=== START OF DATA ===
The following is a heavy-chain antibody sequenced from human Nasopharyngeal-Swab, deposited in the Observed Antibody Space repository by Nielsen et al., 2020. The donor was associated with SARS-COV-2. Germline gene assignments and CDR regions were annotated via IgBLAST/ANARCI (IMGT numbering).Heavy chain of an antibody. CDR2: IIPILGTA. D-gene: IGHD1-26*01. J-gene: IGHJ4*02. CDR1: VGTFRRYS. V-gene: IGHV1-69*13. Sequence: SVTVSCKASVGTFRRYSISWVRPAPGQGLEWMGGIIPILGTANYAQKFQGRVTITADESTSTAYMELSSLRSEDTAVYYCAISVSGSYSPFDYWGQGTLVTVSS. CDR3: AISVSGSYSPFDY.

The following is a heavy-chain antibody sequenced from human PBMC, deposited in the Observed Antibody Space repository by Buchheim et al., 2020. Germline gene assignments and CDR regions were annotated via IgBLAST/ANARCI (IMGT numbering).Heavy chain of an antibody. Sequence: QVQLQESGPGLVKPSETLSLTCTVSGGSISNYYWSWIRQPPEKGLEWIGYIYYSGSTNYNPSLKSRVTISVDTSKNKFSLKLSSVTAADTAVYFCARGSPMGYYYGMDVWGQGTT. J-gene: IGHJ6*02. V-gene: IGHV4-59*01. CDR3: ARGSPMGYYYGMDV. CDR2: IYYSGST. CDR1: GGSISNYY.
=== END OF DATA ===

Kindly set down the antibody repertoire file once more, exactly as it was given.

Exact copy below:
The following is a heavy-chain antibody sequenced from human Nasopharyngeal-Swab, deposited in the Observed Antibody Space repository by Nielsen et al., 2020. The donor was associated with SARS-COV-2. Germline gene assignments and CDR regions were annotated via IgBLAST/ANARCI (IMGT numbering).Heavy chain of an antibody. CDR2: IIPILGTA. D-gene: IGHD1-26*01. J-gene: IGHJ4*02. CDR1: VGTFRRYS. V-gene: IGHV1-69*13. Sequence: SVTVSCKASVGTFRRYSISWVRPAPGQGLEWMGGIIPILGTANYAQKFQGRVTITADESTSTAYMELSSLRSEDTAVYYCAISVSGSYSPFDYWGQGTLVTVSS. CDR3: AISVSGSYSPFDY.

The following is a heavy-chain antibody sequenced from human PBMC, deposited in the Observed Antibody Space repository by Buchheim et al., 2020. Germline gene assignments and CDR regions were annotated via IgBLAST/ANARCI (IMGT numbering).Heavy chain of an antibody. Sequence: QVQLQESGPGLVKPSETLSLTCTVSGGSISNYYWSWIRQPPEKGLEWIGYIYYSGSTNYNPSLKSRVTISVDTSKNKFSLKLSSVTAADTAVYFCARGSPMGYYYGMDVWGQGTT. J-gene: IGHJ6*02. V-gene: IGHV4-59*01. CDR3: ARGSPMGYYYGMDV. CDR2: IYYSGST. CDR1: GGSISNYY.